My Insurance Is ‘Free,’ but My Health Pays for It
Cheney Meaghan

Thank you for sharing your story. It’s a sad testimony to the poor health of American’s healthcare system.

I very much relate to your situation. I’ve been trying to find a reasonably-priced alternative to the expensive offerings of the major insurance providers. I worry that I’ll have a similar access problem if I go with an alternative payer such as a short-term plan that doesn’t have a network. I’m 63, 14 months away from Medicare.

Like you, I was impoverished in my 30’s and I did not have health insurance. I could not afford it. I’m sure I qualified for PeachCare, the Georgia equivalent of Husky, but I didn’t know enough to apply. I did without basic healthcare and luckily had no medical emergencies.

I worked myself out of poverty by completing my degree and entering a professional career, but education seems like another broken system these days. Young people who take what used to be a reliable route out of poverty can no longer be confident of landing a job that pays well. On top of that, they’re saddled with monstrous debts that will impact their quality of life for years. College, was affordable when I started earning credit hours. For much of the time I was in school, I was able to pay for it as I went.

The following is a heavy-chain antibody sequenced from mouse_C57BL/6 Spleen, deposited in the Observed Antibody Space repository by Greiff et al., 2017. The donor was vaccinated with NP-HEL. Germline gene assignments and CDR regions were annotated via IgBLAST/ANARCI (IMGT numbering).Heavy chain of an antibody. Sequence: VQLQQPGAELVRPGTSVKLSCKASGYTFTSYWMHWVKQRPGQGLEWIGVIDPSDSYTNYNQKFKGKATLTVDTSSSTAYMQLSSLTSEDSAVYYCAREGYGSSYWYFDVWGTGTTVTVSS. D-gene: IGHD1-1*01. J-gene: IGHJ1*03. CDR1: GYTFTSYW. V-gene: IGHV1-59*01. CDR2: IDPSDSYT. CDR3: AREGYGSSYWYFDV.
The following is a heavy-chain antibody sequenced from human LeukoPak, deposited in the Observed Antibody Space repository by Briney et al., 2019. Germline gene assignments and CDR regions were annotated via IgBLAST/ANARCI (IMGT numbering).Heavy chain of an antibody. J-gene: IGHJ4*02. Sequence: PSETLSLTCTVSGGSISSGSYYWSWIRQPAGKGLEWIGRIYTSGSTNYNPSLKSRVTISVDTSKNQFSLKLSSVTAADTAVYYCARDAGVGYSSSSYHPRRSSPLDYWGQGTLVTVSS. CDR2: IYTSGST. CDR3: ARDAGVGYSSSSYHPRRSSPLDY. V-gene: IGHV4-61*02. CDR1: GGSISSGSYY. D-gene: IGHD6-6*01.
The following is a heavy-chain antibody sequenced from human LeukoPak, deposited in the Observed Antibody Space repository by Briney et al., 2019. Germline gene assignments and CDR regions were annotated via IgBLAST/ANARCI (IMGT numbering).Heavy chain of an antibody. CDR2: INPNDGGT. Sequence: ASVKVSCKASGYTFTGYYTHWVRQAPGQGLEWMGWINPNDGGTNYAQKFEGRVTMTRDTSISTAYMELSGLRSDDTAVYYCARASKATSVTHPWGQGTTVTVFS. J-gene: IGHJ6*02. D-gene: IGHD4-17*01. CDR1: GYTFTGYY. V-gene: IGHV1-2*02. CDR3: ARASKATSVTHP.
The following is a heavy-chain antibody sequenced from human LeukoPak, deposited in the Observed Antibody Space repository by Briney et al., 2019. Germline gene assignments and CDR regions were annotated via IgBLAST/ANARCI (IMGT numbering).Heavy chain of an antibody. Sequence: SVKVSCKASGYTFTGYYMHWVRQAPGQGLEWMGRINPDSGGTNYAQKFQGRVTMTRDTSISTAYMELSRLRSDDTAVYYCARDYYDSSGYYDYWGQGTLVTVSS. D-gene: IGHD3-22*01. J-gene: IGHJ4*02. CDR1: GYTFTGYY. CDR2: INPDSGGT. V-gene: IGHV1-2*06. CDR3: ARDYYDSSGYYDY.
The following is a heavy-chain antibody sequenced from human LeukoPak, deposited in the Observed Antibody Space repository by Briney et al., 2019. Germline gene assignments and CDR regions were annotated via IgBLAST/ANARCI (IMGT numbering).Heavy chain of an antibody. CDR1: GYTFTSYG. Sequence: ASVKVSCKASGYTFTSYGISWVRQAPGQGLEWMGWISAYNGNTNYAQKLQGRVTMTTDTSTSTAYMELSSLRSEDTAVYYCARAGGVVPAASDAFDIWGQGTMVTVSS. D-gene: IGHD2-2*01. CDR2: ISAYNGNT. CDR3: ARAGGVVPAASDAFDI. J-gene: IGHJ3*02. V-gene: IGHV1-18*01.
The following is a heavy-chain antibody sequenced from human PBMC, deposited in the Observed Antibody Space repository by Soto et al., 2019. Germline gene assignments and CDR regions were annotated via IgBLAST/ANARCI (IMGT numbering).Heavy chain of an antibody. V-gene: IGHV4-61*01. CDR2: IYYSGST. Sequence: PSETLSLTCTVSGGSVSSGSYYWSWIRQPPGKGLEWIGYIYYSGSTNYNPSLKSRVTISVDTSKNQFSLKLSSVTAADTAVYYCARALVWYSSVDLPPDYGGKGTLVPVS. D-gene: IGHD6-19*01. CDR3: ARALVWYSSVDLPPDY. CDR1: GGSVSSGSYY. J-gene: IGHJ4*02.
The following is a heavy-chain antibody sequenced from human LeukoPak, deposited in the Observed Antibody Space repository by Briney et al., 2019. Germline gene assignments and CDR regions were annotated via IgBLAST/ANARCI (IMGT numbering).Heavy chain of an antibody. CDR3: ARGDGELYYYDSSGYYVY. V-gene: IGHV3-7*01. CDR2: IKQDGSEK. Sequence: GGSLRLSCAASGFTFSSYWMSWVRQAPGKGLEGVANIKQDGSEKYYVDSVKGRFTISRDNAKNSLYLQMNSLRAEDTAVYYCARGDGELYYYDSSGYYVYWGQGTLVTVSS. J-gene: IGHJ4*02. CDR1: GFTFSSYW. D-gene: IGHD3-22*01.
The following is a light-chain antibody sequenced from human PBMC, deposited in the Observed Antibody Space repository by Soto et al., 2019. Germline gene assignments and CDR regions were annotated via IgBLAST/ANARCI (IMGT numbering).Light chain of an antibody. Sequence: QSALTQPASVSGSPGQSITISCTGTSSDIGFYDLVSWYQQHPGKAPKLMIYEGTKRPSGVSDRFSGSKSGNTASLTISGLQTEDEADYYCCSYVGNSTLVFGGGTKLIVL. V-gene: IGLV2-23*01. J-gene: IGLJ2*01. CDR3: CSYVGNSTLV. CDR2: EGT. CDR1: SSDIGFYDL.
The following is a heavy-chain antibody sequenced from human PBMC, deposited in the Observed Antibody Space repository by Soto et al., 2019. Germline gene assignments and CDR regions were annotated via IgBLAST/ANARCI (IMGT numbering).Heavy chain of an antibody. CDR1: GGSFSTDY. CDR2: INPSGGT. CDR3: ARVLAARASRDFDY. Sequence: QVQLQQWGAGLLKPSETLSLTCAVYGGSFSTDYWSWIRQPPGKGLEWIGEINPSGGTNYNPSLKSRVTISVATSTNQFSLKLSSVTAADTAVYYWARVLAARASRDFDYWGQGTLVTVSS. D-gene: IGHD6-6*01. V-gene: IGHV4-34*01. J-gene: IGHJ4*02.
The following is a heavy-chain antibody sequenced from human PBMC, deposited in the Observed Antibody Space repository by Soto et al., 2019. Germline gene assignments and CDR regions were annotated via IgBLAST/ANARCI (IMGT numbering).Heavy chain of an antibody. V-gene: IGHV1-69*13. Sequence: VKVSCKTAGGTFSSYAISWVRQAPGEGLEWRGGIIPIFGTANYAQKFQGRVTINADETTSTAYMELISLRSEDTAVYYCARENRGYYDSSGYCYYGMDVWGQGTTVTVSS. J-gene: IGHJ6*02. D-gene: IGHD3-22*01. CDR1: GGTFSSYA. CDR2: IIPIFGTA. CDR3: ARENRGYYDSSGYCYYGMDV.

And I started in my 20’s when, like you, I was waiting tables. The combined annual income for my 2-person household was $36,000 in the early- and mid-70’s. My husband and I bought a house on that. It cost $36,000. Today, the median house price is almost $200,000 and the median household income is less than $60,000. Housing, obviously, is another broken system.

It’s a tough world for young Americans. I find myself looking forward to my 65th birthday when I’ll be eligible for Medicare the way I once looked forward to my 16th so I could drive. I hope your own solution, whatever it is, will soon make itself known to you. You’re smart and articulate and I can’t help but believe your future will be brighter. Here’s to your health.